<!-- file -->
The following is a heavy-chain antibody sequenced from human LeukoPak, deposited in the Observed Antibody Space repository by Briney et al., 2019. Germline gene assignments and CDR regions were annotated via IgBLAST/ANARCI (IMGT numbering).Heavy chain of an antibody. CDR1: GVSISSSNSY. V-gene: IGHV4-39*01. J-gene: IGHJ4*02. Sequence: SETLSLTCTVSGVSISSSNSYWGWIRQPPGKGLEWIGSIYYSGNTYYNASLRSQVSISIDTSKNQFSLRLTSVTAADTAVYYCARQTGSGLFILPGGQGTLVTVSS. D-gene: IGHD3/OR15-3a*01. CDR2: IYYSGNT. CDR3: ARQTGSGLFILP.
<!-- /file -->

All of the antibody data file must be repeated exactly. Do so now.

The following is a heavy-chain antibody sequenced from human LeukoPak, deposited in the Observed Antibody Space repository by Briney et al., 2019. Germline gene assignments and CDR regions were annotated via IgBLAST/ANARCI (IMGT numbering).Heavy chain of an antibody. CDR1: GVSISSSNSY. V-gene: IGHV4-39*01. J-gene: IGHJ4*02. Sequence: SETLSLTCTVSGVSISSSNSYWGWIRQPPGKGLEWIGSIYYSGNTYYNASLRSQVSISIDTSKNQFSLRLTSVTAADTAVYYCARQTGSGLFILPGGQGTLVTVSS. D-gene: IGHD3/OR15-3a*01. CDR2: IYYSGNT. CDR3: ARQTGSGLFILP.